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Earthquake strikes at heart of California wine country, just as harvest season begins

Cellar worker Daniel Nelson looks over toppled barrels of Cabernet Sauvignon following an earthquake at the B.R. Cohn Winery barrel storage facility Sunday, Aug. 24, 2014, in Napa, Calif. Winemakers in California’s storied Napa Valley woke up to thousands of broken bottles, barrels and gallons of ruined wine as a result of Sunday’s earthquake. (AP Photo/Eric Risberg)

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Cellar worker Daniel Nelson looks over toppled barrels of Cabernet Sauvignon following an earthquake at the B.R. Cohn Winery barrel storage facility Sunday, Aug. 24, 2014, in Napa, Calif. Winemakers in California’s storied Napa Valley woke up to thousands of broken bottles, barrels and gallons of ruined wine as a result of Sunday’s earthquake. (AP Photo/Eric Risberg)

NAPA, Calif. - Winemakers in California's storied Napa Valley woke up to thousands of broken bottles and barrels as a result of Sunday's earthquake.

The earthquake couldn't have come at a worse time for the region, which has just started harvesting the 2014 crop.

"It's devastating. I've never seen anything like this," said Tom Montgomery, a winemaker for B.R. Cohn Winery in Glen Ellen, California.

The epicenter of the 6.0-magnitude earthquake that struck Northern California, the strongest in the area in 25 years, was just six miles (10 kilometres) southwest of Napa, California, the centre of California's winemaking region.

B.R. Cohn lost "as much as 50 per cent" of its wine, Montgomery said. The winery focuses on high-end, single estate wines that retail between $40 and $100 a bottle.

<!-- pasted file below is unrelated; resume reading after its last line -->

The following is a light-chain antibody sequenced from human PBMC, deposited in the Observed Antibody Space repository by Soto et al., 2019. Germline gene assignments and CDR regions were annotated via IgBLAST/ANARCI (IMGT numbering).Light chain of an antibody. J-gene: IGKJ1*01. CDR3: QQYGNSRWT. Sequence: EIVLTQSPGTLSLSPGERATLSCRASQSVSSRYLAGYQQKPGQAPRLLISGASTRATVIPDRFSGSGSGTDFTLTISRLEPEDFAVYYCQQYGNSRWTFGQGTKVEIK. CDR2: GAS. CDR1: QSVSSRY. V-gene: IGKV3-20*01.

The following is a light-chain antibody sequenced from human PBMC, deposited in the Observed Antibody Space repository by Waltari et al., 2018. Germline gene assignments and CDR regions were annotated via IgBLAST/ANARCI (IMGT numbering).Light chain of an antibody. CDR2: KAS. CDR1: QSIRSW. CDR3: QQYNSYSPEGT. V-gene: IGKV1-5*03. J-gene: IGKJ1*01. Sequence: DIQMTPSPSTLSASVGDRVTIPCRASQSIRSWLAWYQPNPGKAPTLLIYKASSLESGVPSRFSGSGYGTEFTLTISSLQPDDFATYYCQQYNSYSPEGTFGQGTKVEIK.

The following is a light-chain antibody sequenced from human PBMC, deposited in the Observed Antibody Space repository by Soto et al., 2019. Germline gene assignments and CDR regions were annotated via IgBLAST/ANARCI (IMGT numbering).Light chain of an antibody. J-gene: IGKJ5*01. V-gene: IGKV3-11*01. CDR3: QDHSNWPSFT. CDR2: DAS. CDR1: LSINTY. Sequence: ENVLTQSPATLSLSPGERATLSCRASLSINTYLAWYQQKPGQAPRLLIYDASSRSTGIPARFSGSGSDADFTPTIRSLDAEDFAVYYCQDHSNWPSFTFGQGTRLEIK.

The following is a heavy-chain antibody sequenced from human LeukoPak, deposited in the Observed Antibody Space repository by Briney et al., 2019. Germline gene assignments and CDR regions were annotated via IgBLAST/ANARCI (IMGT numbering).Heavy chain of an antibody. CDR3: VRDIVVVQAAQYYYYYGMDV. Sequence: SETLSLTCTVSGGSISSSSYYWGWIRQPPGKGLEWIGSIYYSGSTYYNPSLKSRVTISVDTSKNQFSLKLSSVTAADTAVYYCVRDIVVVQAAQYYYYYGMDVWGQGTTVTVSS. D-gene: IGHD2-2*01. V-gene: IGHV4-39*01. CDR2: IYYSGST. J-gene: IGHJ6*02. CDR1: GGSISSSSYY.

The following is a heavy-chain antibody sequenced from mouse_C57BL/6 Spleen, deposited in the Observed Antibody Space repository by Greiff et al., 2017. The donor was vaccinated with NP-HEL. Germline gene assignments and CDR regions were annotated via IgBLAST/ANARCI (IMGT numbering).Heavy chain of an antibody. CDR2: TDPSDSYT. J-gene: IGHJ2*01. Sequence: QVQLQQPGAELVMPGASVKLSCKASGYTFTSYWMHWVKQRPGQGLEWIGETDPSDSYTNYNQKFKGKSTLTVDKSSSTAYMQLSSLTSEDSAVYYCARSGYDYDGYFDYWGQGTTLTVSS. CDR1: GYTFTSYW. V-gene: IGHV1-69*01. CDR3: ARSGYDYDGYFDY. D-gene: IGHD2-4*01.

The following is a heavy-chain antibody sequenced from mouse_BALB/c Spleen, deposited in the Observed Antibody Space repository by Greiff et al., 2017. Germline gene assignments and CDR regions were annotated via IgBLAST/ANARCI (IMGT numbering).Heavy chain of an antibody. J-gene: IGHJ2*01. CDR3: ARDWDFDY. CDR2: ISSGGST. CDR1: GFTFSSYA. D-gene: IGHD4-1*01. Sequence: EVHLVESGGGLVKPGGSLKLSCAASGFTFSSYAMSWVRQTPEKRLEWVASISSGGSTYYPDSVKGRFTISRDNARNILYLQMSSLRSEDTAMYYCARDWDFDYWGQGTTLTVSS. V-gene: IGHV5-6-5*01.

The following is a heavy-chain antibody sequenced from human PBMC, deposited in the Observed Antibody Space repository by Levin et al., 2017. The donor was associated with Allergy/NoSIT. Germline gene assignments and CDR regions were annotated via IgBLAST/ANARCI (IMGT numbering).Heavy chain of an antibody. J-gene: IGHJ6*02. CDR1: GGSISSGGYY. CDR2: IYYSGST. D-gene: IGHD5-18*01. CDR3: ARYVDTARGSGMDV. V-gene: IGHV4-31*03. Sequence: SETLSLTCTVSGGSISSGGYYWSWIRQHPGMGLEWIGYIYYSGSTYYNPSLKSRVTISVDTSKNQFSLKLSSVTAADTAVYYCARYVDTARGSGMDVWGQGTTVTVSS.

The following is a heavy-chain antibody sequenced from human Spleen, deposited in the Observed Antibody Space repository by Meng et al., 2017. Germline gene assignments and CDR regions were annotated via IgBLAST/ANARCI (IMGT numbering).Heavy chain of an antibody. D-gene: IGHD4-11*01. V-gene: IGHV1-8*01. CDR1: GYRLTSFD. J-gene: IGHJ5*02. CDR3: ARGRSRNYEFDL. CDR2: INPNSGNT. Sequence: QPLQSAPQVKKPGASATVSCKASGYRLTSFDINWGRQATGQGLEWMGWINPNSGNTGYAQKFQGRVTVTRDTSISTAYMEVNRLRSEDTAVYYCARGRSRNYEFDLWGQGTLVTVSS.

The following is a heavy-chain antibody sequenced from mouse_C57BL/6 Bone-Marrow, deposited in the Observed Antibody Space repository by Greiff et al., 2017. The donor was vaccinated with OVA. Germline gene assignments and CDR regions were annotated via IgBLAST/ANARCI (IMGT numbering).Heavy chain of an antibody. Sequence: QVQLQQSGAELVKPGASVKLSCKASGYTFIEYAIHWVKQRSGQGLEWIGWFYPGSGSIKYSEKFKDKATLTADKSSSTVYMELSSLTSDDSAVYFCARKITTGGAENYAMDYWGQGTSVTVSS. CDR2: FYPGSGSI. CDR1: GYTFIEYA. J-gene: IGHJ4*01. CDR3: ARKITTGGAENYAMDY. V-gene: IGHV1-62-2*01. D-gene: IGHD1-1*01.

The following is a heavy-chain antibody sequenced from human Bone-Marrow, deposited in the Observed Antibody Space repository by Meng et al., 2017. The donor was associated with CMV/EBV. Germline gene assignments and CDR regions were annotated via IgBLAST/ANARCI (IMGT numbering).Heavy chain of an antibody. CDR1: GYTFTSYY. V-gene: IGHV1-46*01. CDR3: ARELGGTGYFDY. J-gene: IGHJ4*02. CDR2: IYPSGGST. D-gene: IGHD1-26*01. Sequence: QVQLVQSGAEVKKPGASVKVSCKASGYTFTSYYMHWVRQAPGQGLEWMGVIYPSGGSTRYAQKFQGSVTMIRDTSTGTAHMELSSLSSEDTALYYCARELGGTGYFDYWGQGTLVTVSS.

"It's not just good wine we lost, it's our best wine," he said.

At Dahl Vineyards in Yountville, California, a rack full of wine barrels was teetering and in danger of coming down. One barrel containing $16,000 worth of pinot noir fell and was lost as a result of the quake. The owners were trying to save the rest, removing the barrels with a forklift. Elsewhere in the region, red wine stains were visible outside the doors of a warehouse — indicating there was damage inside.

As one moves further from the quake's epicenter, other wineries reported more modest damage. In Oakville, Silver Oak Winery lost "a couple hundred bottles" of wine, said Ian Leggat, a spokesman for Silver Oak, as well as three barrels full of wine. Most of the product damaged at Silver Oak was single-vineyard wines the winery uses for testing. None of the wines sold to consumers were damaged in the quake, Leggat said.

Even the wine in barrels that wasn't damaged by the quake may have problems, however, because wines aging in barrels are supposed to be kept as still as possible, Montgomery said.

Napa is California's best-known winemaking region. While it produces only 4 per cent of California's total wine crop, Napa's wines are considered among the best in the world and sell for a premium price. The Napa Valley does $50 billion in economic activity a year, or roughly a quarter of wine industry for the entire U.S., according to Napa Valley Vinters.

The earthquake adds to what has already been a difficult year for California winemakers. California is in the middle of its worst drought in decades, and the earthquake comes just as winemakers in the region are getting ready to harvest the 2014 crop. Winemakers were reporting modest damage to equipment, which could affect harvesting.

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Sweet reported from New York. AP Photographer Eric Risberg contributed to this report from San Francisco.

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